S.C. Governor signs budget saying ‘no’ to oil and gas

S.C. Governor signs budget saying ‘no’ to oil and gas

E&E News
May 30, 2019

OFFSHORE DRILLING

Heather Richards, E&E News reporter

South Carolina dollars won’t be going into offshore drilling actions — at least not for the next year.

Gov. Henry McMaster (R) signed the state’s budget bill yesterday, including a proviso from the largely conservative South Carolina Legislature to ban state and local monies for planning, permitting or leasing in relation to offshore oil and gas — effectively stranding any offshore development.

Offshore drilling has drawn the attention of a number of states since the Interior Department proposed a five-year drilling plan expanding the current offshore industry in the U.S. — largely located in the Gulf of Mexico — to more than 90% of federal waters, including portions of the Arctic, Pacific and Atlantic oceans. Included in that proposal were waters off states like South Carolina (E&E News PM, April 25).

Interior has put the plan on hold as a legal battle between environmental groups and the president continues over Arctic drilling (Energywire, May 29). But environmental groups and other opponents of offshore drilling continue to stake out their offense to potential future moves from the administration.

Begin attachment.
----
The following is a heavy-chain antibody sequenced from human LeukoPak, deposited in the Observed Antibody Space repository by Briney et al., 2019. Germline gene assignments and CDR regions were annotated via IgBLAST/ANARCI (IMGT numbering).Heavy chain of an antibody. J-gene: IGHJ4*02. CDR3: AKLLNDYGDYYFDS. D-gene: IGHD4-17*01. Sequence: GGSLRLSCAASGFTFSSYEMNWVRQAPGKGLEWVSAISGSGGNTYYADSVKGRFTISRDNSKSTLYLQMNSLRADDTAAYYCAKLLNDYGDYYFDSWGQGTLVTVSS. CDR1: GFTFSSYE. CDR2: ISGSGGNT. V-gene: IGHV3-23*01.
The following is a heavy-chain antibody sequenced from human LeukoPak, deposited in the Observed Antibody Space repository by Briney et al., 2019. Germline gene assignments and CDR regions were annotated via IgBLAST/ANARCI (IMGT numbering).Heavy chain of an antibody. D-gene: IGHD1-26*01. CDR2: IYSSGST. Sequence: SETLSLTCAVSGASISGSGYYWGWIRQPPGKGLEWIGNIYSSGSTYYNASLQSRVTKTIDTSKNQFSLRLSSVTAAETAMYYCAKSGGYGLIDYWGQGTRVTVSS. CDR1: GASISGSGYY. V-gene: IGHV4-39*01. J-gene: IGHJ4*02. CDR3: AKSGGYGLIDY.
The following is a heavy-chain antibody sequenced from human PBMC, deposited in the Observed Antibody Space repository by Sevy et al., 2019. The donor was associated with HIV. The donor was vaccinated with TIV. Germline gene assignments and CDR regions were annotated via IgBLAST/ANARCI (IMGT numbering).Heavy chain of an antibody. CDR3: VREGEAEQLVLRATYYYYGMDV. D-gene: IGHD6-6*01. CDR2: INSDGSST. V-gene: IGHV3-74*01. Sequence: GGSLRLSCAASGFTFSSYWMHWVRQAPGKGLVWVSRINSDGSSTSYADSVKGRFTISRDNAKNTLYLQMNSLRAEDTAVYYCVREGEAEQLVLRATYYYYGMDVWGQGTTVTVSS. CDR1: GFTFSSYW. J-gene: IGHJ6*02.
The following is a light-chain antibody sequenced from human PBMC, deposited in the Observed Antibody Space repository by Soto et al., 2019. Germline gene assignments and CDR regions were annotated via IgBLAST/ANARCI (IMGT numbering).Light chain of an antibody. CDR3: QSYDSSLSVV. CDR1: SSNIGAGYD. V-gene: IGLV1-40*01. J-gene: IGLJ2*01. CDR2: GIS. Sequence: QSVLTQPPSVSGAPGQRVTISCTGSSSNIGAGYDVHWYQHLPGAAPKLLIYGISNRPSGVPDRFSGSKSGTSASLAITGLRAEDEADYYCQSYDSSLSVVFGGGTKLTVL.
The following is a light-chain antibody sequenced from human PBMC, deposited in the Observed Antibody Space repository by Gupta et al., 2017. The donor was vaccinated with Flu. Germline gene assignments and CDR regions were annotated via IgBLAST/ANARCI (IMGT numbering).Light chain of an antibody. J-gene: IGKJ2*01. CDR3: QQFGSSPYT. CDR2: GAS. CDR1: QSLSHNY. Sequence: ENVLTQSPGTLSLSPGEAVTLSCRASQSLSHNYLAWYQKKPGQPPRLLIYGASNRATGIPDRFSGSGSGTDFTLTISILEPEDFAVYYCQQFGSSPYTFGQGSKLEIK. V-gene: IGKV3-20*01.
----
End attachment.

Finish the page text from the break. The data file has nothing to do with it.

Frank Knapp, president of the South Carolina Small Business Chamber of Commerce, said the debate over expanding offshore drilling may find its ground zero in conservative South Carolina.

“This is huge,” he said. “You have to remember we are a very deeply red state.”

The coastal state’s current governor has been an outspoken critic of offshore development for South Carolina, an reversal of the position of former Gov. Nikki Haley (R) (Energywire, Jan. 14).

In a news conference on the spending ban a few weeks ago, McMaster suggested that South Carolina’s “soft” coast wasn’t appropriate for development.

“Governor McMaster will do whatever it takes to make sure we never see offshore drilling or seismic testing off of South Carolina’s coast,” the governor’s spokesman, Brian Symmes, said in an email yesterday. “This proviso gives us another tool in our toolbox to protect our coast from the potentially devastating consequences that could result from drilling.”

There are South Carolina supporters for industry expansion off the coast.

Rep. Jeff Duncan (R) has been a fervent supporter. In an energy policy section on his website, the representative noted that the path to energy independence for the country is through offshore.

“The majority of our water is off limits,” he wrote. “We are one of the only countries refusing to utilize our own natural resources for energy, whether it be renewable energy sources or fossil fuels.”

South Carolina’s ban on spending for the industry is limited to one year, but offshore opponents say this is just a first step.

Samantha Siegel, the senior Southeast organizer for Oceana, an environmental group that strongly opposes offshore development, said a long-term stance against offshore development at the state level is gathering momentum.

“We are definitely not stopping at one year,” she said. “It’s just the most impactful thing we could do this session to immediately protect our coast from drilling.”

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